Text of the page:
DiscussionIn 1899 the Norwegian author Knut Hamsun (1859-1952) made a journey to the Caucasus via Moscow and St. Petersburg which he recorded in his book I Æventyrland (In Wonderland: 1905). He had already become familiar with Dostoevsky in Norwegian translations, which strongly influenced his novels Hunger, Mysteries and Pan in their portrayal of complex psychological states and the experience of extreme poverty.
Hamsun's work rapidly found favour in Russia, translated by Peter Hansen, a Dane with many years' residence in Siberia and St. Petersburg, and his Russian wife Anna. In 1907 he signed a contract with Znanie, which also published Gorky's work. Several of his plays were performed at the Moscow Arts Theatre under Stanislavsky's direction. However, his relationship with the Hansens deteriorated and he turned to two Oslo-based Russians, Menartz (Mark) Lewin and Raissa Tiraspolska, for future translations. There was also friction with Konstantin Piatnitsky, the director of Znanie, about fees and royalties.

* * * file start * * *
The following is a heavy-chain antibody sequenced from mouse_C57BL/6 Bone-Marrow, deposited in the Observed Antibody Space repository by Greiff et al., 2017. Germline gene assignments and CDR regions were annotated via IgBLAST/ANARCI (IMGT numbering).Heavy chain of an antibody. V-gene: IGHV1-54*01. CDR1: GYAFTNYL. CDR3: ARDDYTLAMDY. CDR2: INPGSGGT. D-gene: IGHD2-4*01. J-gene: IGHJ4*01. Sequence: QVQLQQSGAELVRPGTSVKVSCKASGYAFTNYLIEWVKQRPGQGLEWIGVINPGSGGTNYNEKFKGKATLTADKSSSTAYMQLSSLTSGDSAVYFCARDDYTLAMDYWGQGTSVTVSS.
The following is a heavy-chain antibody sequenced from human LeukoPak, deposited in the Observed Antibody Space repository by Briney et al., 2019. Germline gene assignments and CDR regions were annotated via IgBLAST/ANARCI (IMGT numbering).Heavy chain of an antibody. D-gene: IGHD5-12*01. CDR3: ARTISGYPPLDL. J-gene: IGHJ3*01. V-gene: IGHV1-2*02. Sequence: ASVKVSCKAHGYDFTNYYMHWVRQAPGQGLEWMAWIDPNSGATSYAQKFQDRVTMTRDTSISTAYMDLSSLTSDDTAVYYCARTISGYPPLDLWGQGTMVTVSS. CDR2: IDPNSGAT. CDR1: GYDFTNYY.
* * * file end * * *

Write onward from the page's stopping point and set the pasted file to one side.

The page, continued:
the author considers Hamsun's account of his only journey to Russia, his vision of the land and its culture, and the reality which he found there. She examines the views on Russian authors which he expresses in I Æventyrland, and sets these in the context of the reception of Russian literature in Scandinavia at the turn of the century and of Hamsun's work in Russia.